Abe firm: ‘coercion’ not proved

by Hiroko Nakata

The resolution submitted to the U.S. House of Representatives calling on Japan to apologize for forcing women into sexual slavery in the 1930s and 1940s is based on misconceptions, Prime Minister Shinzo Abe said Wednesday.

He also repeated his position that there is no proof that Japanese military officials took the women — from Japanese-occupied parts of Asia — by force to frontline brothels.

The resolution submitted Jan. 31 by Democratic Rep. Mike Honda of California and a bipartisan group of lawmakers says Japan’s prime minister must “clearly and publicly refute any claims that the sexual enslavement and trafficking of the comfort women for the Japanese Imperial Armed Forces never occurred.” “Comfort women” was Japan’s euphemism for the sex slaves.

Abe made the comments in an interview with media organizations as criticism has been growing overseas, particularly in Asia, about his remarks over the past week, including one on March 1 that the women were not coerced.

“There is misunderstanding that the Japanese authorities broke into houses and took away women forcibly,” Abe said. “I have said that there is no document or witnesses that prove it.”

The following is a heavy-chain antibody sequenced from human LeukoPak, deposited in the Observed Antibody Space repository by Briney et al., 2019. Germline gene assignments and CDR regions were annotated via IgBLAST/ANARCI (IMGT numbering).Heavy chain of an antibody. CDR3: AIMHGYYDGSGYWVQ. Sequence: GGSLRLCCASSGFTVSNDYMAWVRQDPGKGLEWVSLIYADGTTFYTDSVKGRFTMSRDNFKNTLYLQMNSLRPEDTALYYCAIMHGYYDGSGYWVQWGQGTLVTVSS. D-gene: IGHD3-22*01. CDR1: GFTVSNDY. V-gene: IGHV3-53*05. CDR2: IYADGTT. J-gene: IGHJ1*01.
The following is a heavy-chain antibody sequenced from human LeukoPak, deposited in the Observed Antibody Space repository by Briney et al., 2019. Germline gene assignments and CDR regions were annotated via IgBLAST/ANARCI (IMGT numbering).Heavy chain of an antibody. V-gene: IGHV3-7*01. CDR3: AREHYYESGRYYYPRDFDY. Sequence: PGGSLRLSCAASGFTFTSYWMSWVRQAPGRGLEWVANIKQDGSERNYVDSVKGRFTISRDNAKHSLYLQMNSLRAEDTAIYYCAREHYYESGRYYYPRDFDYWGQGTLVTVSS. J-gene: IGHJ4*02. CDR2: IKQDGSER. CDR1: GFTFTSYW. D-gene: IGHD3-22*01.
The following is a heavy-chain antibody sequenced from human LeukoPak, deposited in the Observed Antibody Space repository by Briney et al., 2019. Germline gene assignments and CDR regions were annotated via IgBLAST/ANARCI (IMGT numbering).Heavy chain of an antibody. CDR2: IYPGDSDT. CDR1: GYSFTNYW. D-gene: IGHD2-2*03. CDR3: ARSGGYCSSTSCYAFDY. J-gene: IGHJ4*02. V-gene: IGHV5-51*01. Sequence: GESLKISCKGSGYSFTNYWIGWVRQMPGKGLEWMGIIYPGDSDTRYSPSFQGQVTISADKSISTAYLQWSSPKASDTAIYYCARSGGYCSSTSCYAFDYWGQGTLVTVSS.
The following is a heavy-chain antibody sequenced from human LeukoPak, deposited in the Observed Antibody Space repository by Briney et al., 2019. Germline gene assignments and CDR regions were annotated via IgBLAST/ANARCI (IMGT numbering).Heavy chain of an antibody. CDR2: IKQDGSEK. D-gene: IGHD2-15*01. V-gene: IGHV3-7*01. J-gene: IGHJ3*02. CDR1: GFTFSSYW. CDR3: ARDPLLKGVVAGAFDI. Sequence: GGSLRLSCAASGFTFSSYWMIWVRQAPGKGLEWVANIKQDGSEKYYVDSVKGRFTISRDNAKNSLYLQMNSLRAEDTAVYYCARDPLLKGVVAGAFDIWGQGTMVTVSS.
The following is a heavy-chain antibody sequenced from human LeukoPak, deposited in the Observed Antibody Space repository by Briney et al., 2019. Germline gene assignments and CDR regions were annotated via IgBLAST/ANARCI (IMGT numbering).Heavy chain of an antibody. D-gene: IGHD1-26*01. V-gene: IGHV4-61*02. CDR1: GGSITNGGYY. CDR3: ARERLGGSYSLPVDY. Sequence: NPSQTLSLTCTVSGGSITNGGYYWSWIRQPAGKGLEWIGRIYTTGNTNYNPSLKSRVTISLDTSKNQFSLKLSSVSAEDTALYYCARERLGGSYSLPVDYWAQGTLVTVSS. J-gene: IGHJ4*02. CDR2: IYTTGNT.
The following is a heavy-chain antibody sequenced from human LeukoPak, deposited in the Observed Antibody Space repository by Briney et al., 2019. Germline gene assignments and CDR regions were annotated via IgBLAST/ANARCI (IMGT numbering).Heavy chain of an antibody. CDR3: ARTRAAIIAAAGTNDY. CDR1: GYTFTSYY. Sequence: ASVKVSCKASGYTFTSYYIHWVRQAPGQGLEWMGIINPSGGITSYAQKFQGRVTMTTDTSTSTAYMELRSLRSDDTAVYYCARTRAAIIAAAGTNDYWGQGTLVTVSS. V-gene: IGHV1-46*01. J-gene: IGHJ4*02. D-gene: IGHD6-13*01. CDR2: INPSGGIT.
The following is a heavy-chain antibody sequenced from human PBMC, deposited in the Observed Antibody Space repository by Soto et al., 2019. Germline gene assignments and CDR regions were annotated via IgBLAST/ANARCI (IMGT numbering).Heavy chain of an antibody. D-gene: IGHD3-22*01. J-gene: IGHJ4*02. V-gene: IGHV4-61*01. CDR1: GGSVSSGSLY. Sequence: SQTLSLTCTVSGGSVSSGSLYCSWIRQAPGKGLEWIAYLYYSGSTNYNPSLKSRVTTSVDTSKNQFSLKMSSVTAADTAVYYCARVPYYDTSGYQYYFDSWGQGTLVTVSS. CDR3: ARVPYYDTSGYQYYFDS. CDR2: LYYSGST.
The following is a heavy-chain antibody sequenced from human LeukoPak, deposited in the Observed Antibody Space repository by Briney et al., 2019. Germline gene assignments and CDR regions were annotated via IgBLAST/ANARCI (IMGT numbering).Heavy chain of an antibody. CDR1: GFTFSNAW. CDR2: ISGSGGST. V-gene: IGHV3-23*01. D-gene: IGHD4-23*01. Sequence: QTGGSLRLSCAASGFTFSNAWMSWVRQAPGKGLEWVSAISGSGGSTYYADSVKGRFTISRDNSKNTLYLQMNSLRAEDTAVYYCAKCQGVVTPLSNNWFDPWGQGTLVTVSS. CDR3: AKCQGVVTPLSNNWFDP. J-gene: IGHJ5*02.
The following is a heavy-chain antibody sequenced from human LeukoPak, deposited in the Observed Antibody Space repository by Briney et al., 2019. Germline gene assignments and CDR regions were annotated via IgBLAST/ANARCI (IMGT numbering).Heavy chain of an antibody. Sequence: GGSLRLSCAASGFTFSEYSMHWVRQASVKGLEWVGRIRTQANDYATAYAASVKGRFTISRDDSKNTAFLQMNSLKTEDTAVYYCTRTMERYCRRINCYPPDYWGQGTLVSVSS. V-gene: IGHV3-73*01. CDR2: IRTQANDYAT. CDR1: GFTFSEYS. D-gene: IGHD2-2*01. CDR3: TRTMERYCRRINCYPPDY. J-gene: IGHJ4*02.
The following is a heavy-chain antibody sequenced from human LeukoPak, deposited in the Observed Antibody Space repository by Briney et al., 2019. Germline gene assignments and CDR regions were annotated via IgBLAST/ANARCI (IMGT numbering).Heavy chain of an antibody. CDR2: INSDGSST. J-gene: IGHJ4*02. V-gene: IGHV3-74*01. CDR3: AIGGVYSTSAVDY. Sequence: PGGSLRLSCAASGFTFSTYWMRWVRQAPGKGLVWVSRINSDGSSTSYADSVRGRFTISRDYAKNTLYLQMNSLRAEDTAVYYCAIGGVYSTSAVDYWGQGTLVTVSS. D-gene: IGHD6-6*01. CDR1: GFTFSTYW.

Abe said he will continue to stand by the 1993 government statement. That statement says the Japanese military played a role in the “recruitment” of the women, who were often deceived or forced into the sexual servitude.

He did not elaborate on any contradictions between his position and the 1993 statement.

Abe spoke on several other issues. He told the reporters that the ruling bloc will try to get Diet approval of a bill that sets out legal procedures for a national referendum on constitutional amendments by May 3, Constitution Day.

He also said it “should not take much time” before the government completes its study on the issue of collective defense.

The government has interpreted the war-renouncing Constitution as banning Japan from helping to defend an ally under attack. However, after he took office in September, Abe asked for studies to be done on the circumstances under which Japan would be able to participate in collective defense.